Cultural Warriors Go to Waialua on a Saturday

For Gordon Lee and Jeff Acido, co-warriors on the road

Cultural warriors go
to Waialua on a Saturday.

It is the three of us seeking
what we can seek from where
the blinding light of the midmorning sun
goes in these tropes of our people's faith
in the future as in themselves
but who need to be told in frankness
that somewhere, on the lonely road
that snakes through our public grief,
there is where a late lunch awaits.

It is the day after the profuse thanks
had been given in the annual ceremony
that we do to appease what memory's
remembering ghosts cannot propitiate
to make us see what we all look for,
like the bellows striking it quick
with the vast verdant land
carpeting what alluring landscape
we have before us, its offer of calming sea
a suffering we can afford to imagine
as we spend past upturned rows
and rows of furrowed fields
red in their welcome of fierce rain
and fiercer wind even as they await
for some caring Ilokano farmhands
to come sing to them the sacred songs
of old to give them peace and quiet
or, if luck is not on their side,
some enterprising capitalists from other places
who will steal the scene from us,
actors and story-tellers of endless events
swallowed up by what the Waianae mountains
can hide in the bosom of the Makua valley
or what money can erase from the raging
lifelines of our hands, we who have come here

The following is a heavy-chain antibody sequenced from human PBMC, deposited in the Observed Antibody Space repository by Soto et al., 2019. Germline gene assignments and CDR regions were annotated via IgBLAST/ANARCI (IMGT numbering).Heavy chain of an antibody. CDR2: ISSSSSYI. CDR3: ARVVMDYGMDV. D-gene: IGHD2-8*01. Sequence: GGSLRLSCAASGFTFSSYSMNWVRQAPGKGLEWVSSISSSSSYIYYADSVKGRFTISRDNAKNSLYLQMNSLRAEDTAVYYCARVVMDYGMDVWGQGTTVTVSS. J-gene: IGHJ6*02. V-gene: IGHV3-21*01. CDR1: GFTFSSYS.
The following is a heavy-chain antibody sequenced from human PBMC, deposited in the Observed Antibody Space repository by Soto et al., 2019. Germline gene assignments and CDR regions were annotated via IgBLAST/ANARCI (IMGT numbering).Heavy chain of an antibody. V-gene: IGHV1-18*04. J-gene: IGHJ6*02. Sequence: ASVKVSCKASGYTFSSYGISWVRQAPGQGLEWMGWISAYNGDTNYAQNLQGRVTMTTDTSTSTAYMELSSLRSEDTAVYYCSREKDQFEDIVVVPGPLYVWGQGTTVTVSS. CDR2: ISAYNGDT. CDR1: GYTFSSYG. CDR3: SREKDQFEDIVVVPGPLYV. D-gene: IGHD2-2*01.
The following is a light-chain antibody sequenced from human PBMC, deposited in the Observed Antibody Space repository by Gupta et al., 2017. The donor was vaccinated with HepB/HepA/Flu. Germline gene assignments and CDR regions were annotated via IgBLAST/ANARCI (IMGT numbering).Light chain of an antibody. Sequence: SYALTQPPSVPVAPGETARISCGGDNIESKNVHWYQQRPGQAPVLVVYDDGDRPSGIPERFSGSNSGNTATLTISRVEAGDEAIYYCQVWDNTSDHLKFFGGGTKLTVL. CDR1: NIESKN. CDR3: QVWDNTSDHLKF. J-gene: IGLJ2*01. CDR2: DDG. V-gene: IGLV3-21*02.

to find something salving and healing
only to be told that the shore has all the fierce
clouds to carry all the remnants
of what profit does to make us forget
our Hawaiian pain.

We get to Waialua just on time
before the day is done for those seeking
what cannot be sought in some soul food
we all remember: two roasted chickens
cooked the Ilokano way
or some such other means
by Ilokano hands that dream of freedom
from what us cultural warriors talk about
in between our learned silences
to let in what living language
can fill in the spaces-between
our warriors' fantasizing selves to stage
in our suddenly famished minds
what better way to imagine the setting
for an apt phrase that finally,
hopefully emancipates.

This work we do
is not for the weak-hearted,
we tell ourselves while we summon
our strength to down the fowls
in whose death we get some life.

We divide the chickens in half
and after thanking all the ancient spirits
that gaily lurk from behind us
and from all over after throwing
to them a ball of rice
a sliver of the roasted meat
a drop of water
to the grass reaching out
to our tired feet and called out
to all those who have died
to come, come partake
of our life's offering,
we begin the ritual of feeding
our bodies with what sustenance
can offer to wage one more revolution
from our guilty hands.

We have talked a lot,
we say, in between
our practiced bourgeoise way
of appreciating what savory food is for
apart from this exercise
in masticating, one small chew
at a time.

We draw from there a deconstruction
a language that liberates,
the one we use or perhaps need
to fend off the enemy
a language that swats bulging flies
attempting to take part in our meal
of chickens, laughters, hopes.

We remember we are warriors
and after the putting away of the crumbs
we rest our back on the weathered benches
while the cool breeze makes us dream
so sweetly one sweet dream,
one about a revolution
with our warriors' fists unclenched
or its redeeming absence.

A Solver Agcaoili
Waialua, Nov 29/2009

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